Challenge your audience to think and encourage their participation and expect to be challenged in response.
An audience that challenges you by asking questions is an audience that is engaged and curious.
Furthermore, an audience that challenges you by asking questions and reflecting back your exact words is an audience that is deeply engaged.
When an Audience Disconnects
When you have been presenting for a few minutes your audience will slip into sort of mini-trance, whereby they are relaxed, sitting still, focussed on you and oblivious to other external interruptions.
So when the train of thought of an individual audience member or even the entire audience is interrupted by something on the screen or by something you have said, then there is a break in the individual and collective trance and a ‘disconnect’ has occurred.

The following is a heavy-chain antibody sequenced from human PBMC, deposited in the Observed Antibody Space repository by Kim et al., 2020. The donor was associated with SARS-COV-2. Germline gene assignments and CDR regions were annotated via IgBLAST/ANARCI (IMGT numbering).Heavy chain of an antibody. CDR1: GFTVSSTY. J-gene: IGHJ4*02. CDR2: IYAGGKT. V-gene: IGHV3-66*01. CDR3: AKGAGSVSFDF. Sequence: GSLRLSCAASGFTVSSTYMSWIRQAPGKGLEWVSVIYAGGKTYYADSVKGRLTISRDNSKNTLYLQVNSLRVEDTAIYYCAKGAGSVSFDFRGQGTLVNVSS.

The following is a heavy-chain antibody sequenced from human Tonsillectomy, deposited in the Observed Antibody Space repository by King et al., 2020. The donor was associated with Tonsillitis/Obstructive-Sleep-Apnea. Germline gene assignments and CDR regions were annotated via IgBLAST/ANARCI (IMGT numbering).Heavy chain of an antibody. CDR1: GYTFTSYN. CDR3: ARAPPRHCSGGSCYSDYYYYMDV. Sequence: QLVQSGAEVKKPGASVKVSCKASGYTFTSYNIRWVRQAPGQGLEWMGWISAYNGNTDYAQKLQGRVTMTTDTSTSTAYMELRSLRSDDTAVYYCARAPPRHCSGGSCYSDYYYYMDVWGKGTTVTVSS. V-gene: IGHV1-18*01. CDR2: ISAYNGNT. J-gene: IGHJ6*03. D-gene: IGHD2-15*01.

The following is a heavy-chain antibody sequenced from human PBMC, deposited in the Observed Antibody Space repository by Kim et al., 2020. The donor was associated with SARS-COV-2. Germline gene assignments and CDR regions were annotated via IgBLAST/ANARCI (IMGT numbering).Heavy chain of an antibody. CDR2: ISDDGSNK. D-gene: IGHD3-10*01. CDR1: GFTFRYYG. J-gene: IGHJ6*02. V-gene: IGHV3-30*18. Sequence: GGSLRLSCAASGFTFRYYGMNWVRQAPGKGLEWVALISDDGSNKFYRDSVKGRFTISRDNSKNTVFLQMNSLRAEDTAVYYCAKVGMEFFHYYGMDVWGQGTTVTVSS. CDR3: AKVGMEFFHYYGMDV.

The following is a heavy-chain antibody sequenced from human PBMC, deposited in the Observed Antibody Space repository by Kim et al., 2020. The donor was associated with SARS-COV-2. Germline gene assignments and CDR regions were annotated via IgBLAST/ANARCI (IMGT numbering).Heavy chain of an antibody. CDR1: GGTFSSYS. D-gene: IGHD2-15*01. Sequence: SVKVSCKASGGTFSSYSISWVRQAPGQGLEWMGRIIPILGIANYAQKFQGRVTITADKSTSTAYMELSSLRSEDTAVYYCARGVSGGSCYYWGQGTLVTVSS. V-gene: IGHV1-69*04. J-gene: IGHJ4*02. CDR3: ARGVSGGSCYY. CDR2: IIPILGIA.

The disconnect is immediately apparent as it will manifest itself by physical movement and is easily spotted by you, even if the room is full of people or you are on a video call with numerous participants e.g. shifting to make themselves more comfortable in their seat, folding or unfolding of their arms, reengaging you in eye contact or even a subtle facial movement.
Remember that your audience has been in a trance-like state up until the point when the disconnect occurred.
As the presenter you will be focused on audience reaction and as the human eye is attracted to movement, you can detect these disconnects easily enough.